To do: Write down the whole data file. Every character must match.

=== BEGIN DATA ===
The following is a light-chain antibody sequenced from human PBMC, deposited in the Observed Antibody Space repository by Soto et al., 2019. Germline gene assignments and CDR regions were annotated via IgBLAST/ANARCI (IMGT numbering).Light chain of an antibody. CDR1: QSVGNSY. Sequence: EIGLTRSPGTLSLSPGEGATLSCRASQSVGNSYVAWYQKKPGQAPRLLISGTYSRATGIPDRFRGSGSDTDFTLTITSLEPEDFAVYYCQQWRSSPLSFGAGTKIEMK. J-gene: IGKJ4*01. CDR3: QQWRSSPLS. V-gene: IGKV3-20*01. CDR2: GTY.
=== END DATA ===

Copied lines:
The following is a light-chain antibody sequenced from human PBMC, deposited in the Observed Antibody Space repository by Soto et al., 2019. Germline gene assignments and CDR regions were annotated via IgBLAST/ANARCI (IMGT numbering).Light chain of an antibody. CDR1: QSVGNSY. Sequence: EIGLTRSPGTLSLSPGEGATLSCRASQSVGNSYVAWYQKKPGQAPRLLISGTYSRATGIPDRFRGSGSDTDFTLTITSLEPEDFAVYYCQQWRSSPLSFGAGTKIEMK. J-gene: IGKJ4*01. CDR3: QQWRSSPLS. V-gene: IGKV3-20*01. CDR2: GTY.